The U.S. is an Arctic Nation, with over 46,600 miles (75,000 kilometers) of shoreline in Alaska, including the Aleutian Islands. Three Arctic seas bound the State of Alaska: the Bering, the Chukchi, and the Beaufort.
Namely, the US Committee on the Marine Transportation System (CMTS) released its report, "A Ten-Year Projection of Maritime Activity in the U.S. Arctic Region, 2020–2030", estimating that 377 vessels could be operating in the region by 2030.
The four scenarios that the Committee examined are:
- Reduced Activity Scenario;
- Most Plausible Scenario;
- Optimized Growth Scenario;
- Accelerated, but Unlikely Scenario.
Each one of the four scenarios provides a different possibility for vessel activity in the northern U.S. Arctic and surrounding waters over the next decade, ranging from annual growth rates of 0.3% to 4.9% and total annual vessel counts of 284 ships to 535 vessels.
Specifically, The Most Plausible Scenario estimate of 377 vessels represents nearly 50 percent growth over current levels and over 200 percent growth from 2008 levels.
The report notes that
The Most Plausible Scenario, based on conservative assumptions, indicates that the number of vessels operating in the U.S. Arctic in 2030 is likely to be more than triple the number of vessels in 2008, while the highest estimates included in the Accelerated, but Unlikely Scenario reflect growth more than four times the 2008 numbers and twice the number we see today.
In the meantime, the report resulted to the findings below:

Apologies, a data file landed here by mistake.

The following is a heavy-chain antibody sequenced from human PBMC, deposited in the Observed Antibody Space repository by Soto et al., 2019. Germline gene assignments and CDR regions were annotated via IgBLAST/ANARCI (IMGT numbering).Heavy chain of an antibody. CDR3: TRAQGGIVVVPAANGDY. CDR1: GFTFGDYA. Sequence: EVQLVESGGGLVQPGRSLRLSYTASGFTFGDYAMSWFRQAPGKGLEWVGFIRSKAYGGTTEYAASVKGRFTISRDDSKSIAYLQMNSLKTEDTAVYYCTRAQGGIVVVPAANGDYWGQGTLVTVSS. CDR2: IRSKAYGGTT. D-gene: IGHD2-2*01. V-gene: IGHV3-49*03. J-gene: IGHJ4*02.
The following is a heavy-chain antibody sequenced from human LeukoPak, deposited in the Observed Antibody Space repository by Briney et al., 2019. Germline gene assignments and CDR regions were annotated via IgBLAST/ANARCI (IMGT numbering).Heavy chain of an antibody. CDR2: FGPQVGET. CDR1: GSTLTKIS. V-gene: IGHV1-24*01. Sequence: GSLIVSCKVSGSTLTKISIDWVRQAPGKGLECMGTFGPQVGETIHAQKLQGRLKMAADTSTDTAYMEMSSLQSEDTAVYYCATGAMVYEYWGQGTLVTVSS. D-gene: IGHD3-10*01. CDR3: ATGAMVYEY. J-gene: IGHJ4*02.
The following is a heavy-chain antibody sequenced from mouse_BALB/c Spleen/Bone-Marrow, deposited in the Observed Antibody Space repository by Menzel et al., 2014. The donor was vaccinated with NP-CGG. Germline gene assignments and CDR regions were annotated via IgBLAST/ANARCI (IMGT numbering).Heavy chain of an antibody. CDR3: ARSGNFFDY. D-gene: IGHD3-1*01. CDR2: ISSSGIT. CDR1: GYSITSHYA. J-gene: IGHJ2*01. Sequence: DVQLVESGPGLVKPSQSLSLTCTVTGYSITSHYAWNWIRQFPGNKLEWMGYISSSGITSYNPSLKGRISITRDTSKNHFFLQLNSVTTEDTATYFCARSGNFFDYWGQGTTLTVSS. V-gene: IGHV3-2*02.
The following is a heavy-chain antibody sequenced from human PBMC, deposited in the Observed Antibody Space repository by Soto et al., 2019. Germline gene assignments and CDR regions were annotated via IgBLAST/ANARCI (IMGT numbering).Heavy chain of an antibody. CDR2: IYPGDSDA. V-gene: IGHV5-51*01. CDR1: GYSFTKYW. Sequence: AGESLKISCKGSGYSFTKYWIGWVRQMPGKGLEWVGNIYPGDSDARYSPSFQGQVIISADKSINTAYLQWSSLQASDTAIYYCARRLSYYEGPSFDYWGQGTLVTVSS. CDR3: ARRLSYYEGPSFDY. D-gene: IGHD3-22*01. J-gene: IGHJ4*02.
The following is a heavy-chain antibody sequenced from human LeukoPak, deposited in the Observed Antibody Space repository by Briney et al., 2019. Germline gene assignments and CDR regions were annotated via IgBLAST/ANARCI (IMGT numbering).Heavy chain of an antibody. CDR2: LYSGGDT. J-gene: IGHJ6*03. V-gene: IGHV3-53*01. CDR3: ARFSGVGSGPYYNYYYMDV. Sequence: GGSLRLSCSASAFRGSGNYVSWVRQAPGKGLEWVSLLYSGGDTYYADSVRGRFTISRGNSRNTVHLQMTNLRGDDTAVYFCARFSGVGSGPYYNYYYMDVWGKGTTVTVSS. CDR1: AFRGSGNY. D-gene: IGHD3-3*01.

- The Arctic waters around the Bering Strait are transitioning from having a mix of regional operators to an increasingly diverse and international set of operators, with the number of unique vessel flag states increasing by 28% in recent years;
- The coastal waters in the Bering Strait remain some of the most heavily transited in the region;
- The navigation season grew from 159 days in 2016 to 180 days in 2018, as measured by vessel presence.
Concluding, over the next decade, it is anticipated that natural resource activities in the Arctic, particularly the growth of LNG shipments from Russia and vessels needed to resupply mining operations in northern Canada, will play a large role in the volume of traffic transiting through the Bering Strait.
Recently, to protect the Arctic and the environment, the Arctic Council and the Arctic Economic Council conducted their first joint meeting in Reykjavik to discuss the future of Arctic, marine transportation and blue economy, following comments of the Arctic Circle that although the route has experienced an increased economic growth the last years, it affects population, as many are those who are moving out.
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